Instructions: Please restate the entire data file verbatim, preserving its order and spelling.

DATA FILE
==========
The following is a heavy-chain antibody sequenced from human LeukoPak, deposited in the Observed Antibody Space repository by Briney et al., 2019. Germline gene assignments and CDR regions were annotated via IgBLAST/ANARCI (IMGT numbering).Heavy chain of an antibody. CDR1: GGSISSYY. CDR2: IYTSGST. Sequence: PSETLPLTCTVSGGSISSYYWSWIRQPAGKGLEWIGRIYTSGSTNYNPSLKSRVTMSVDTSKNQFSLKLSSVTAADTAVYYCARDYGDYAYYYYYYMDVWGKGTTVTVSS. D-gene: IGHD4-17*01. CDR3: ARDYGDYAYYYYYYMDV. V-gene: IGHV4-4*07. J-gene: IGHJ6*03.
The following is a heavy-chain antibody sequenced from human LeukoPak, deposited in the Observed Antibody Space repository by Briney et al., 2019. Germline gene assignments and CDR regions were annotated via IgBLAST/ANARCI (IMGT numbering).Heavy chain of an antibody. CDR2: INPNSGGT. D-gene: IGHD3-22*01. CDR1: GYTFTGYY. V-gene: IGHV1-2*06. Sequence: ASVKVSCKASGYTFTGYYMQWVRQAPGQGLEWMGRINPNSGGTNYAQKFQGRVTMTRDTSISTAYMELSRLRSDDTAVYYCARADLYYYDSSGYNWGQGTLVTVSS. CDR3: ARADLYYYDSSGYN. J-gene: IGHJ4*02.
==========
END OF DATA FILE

The following is a heavy-chain antibody sequenced from human LeukoPak, deposited in the Observed Antibody Space repository by Briney et al., 2019. Germline gene assignments and CDR regions were annotated via IgBLAST/ANARCI (IMGT numbering).Heavy chain of an antibody. CDR1: GGSISSYY. CDR2: IYTSGST. Sequence: PSETLPLTCTVSGGSISSYYWSWIRQPAGKGLEWIGRIYTSGSTNYNPSLKSRVTMSVDTSKNQFSLKLSSVTAADTAVYYCARDYGDYAYYYYYYMDVWGKGTTVTVSS. D-gene: IGHD4-17*01. CDR3: ARDYGDYAYYYYYYMDV. V-gene: IGHV4-4*07. J-gene: IGHJ6*03.
The following is a heavy-chain antibody sequenced from human LeukoPak, deposited in the Observed Antibody Space repository by Briney et al., 2019. Germline gene assignments and CDR regions were annotated via IgBLAST/ANARCI (IMGT numbering).Heavy chain of an antibody. CDR2: INPNSGGT. D-gene: IGHD3-22*01. CDR1: GYTFTGYY. V-gene: IGHV1-2*06. Sequence: ASVKVSCKASGYTFTGYYMQWVRQAPGQGLEWMGRINPNSGGTNYAQKFQGRVTMTRDTSISTAYMELSRLRSDDTAVYYCARADLYYYDSSGYNWGQGTLVTVSS. CDR3: ARADLYYYDSSGYN. J-gene: IGHJ4*02.